Key trends highlighted in the report include:
The future for organic is looking bright. In 2017, the amount of farmland in conversion to organic rose 22% as farmers responded to the rise in demand for organic produce. And with payment windows now open for Countryside Stewardship in England and the Agri-Environment Climate Scheme in Scotland, the amount of farmland being converted to organic is expected to keep rising, particularly in light of the Government’s 25 Year Environment Plan which calls for agriculture that supports the natural environment.
With ‘organic’ increasingly considered synonymous with ‘health’, people interested in health and wellbeing are increasingly opting for organic fresh produce.
Adam Wakeley of Organic Farm Foods said: “Organic fruit has been a star performer over the past year, and we’ve certainly seen all of fresh organic produce grow. One reason is down to an evolving consumer profile – millennials are now our biggest customer group, and they show a huge interest in food provenance and health. They understand that having food grown in an environmentally friendly way is a good thing. We believe their attitude is here to stay, and will continue to drive growth in the future.”
While sales of organic food in supermarkets continue to rise, this year has seen booming sales in independent retail and home delivery. Expanding online ranges, and growing interest in box schemes, means these areas are now growing at a faster rate than supermarket, and between them account for almost 30% of the organic market.
For some farmers these alternative routes to market, coupled with the increased consumer interest in food provenance, have been crucial to their success. Eversfield Organic sells its organic meat almost exclusively online and through small retailers and, despite not selling in supermarkets, the company’s sales grew by 20% last year. Last November, it expanded its range by acquiring the Well Hung Meat Company.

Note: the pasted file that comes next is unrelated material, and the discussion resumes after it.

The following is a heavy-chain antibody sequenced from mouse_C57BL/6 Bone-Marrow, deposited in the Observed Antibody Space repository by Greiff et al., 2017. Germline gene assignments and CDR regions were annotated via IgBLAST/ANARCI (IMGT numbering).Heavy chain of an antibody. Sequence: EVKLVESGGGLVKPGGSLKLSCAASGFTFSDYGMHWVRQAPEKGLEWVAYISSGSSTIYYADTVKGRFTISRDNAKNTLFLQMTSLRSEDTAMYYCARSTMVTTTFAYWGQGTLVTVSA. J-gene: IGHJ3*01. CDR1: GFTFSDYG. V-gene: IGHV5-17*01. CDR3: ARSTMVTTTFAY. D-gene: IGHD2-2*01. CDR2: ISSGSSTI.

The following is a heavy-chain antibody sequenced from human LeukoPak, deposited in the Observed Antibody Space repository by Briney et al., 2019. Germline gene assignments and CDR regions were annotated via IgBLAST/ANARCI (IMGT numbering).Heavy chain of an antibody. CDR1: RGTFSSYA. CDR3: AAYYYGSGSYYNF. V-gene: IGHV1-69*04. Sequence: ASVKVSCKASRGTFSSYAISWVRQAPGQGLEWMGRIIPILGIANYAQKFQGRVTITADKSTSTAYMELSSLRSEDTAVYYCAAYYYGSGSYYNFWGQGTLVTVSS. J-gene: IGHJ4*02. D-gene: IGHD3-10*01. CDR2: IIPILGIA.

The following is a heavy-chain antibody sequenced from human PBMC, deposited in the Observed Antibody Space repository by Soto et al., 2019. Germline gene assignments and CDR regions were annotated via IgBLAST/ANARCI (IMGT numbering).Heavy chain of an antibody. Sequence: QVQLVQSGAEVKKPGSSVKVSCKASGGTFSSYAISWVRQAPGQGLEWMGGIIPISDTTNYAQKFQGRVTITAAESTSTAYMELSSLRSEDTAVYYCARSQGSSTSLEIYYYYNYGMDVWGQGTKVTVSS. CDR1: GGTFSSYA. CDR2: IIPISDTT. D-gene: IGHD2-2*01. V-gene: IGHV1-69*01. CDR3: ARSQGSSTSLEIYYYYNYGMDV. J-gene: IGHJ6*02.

Mark Bury, Managing Director of Eversfield Organic, says quality and convenience are key: “People always ask about where their meat comes from, and over the past few years we’ve seen a massive change of people wanting to understand what organic farming is all about. Customers are looking for convenience and for suppliers that meet their values. We’re seeing people change the way they buy meat, buying less, but buying better quality cuts of meat.”
Organic sales in foodservice are also on the rise, now worth £84.4 million. Spend on organic through the Food for Life Served Here scheme has doubled in the past two years, reaching £18 million in 2017, and the Organic Served Here scheme has doubled its membership since it launched one year ago. The 2017 Out to Lunch report also found organic had doubled on the high street, with twelve out of the twenty-five restaurant chains surveyed using organic ingredients – up from six in the previous report.
Helen Browning, Soil Association Chief Executive, said: “It’s great that organic is seeing consistently strong growth in the UK, and that people are supporting organic farmers by putting trust in their produce. Trust is something that’s increasingly important: people want to understand where their food has come from, how it has been produced, and more and more shoppers want to buy local and British. The customer is increasingly interested in the provenance and traceability of their food, and this is an area organic can really deliver on.
“While the domestic market is expanding, UK organic products also have a great reputation overseas, so securing the right trade deals post-Brexit could bring further export potential for organic produce. And the growing recognition of organic food and drink in restaurants and cafes creates opportunities for organic farmers to access new markets here at home.”
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